Governing Board for registries to be set up after legislation amended – Williams

The need to widen the composition of the Governing Board for the Deeds and Commercial Registries Authority has stalled its establishment, according to Attorney General and Minister of Legal Affairs Basil Williams SC.

Williams told the media last Friday that this widening will be made possible with the amendment of the existing legislation, which will also correct some flaws.

The life of the Board expired last May and since then no attempt has been made to appoint new members.

Asked why this has happened, Williams said it was recognized that the Board needed to be widened to include entities such as the Ministry of Business, the Guyana Revenue Authority and the Valuation Department.

“One of the contentions that was made … [is] that the Deeds and Commercial Registry is an authority. It is a corporate body. It raises its own revenue. It employs its own staff and it pays its own staff too. It has a Board and …the Attorney General is the minister responsible and should give directions to the board,” he said, adding that the widening aspect is now before Parliament after it would have engaged the attention of Cabinet.

He was referring to the Deeds and Commercial Registries Authority (Amendment) Bill which was read for the first time in January this year and is scheduled to be debated at the next sitting of the National Assembly.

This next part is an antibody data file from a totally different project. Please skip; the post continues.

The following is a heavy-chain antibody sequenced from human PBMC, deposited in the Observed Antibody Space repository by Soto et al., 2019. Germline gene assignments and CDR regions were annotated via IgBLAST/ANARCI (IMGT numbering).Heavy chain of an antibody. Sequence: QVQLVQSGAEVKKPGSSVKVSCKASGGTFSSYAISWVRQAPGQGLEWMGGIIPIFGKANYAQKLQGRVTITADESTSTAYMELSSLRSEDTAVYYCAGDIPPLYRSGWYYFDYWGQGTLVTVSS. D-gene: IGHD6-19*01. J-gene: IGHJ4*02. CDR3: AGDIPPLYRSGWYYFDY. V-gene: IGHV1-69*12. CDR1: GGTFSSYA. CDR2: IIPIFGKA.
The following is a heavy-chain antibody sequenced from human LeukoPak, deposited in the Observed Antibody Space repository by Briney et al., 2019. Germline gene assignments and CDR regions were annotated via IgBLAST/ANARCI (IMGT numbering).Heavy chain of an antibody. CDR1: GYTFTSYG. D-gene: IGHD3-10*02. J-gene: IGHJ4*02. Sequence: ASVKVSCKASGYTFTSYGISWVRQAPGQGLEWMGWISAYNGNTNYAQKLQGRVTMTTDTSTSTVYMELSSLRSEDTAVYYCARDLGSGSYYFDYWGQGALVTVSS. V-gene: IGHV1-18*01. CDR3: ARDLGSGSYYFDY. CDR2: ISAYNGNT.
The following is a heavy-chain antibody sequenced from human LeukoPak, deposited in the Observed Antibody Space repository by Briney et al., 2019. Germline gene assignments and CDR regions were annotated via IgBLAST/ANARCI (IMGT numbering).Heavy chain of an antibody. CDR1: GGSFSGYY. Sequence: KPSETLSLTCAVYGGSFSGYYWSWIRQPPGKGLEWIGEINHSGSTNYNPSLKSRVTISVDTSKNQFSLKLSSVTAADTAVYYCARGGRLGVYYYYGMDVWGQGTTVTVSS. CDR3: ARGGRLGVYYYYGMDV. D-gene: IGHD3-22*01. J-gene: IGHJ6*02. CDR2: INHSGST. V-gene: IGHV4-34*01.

Williams noted that the Bill was on the February 9 and March 9 order papers but could not be debated because other Bills had to be addressed.

He said his predecessor Anil Nandlall knows by virtue of being an MP that the Bill is before the House for amendment so as to enlarge the representation of the Board and therefore knows that the Board cannot be constituted until the Bill is debated by second reading and passed.

Nandlall has filed an action in the court calling for the members of the Governing Board to be appointed. Justice Brassington Reynolds later issued a provisional order directing Williams to do so or show cause why the order should not be made absolute.

“Yet Mr Nandlall goes to the court ex parte… For 23 years no judge has every given any order against any minister of the PPP government but since we came into office the judges are giving orders against ministers without giving the ministers a hearing,” Williams said.

He said former Chancellor of Judiciary Justice Carl Singh made a judgement in the Court of Appeal in which he clearly stated that the notion that whenever an applicant goes to court for an Order Nisi, it must be granted, “should no longer hold sway.”

According to Williams, the law clearly states that whenever someone is going ex parte to the court and the matter is not served on the other side so they could be heard before the order is made “you are under a duty to make full and frank disclosure to the court. Failure to do so entitles the court to discharge the order made… and refuse to hear [arguments] on its merits.”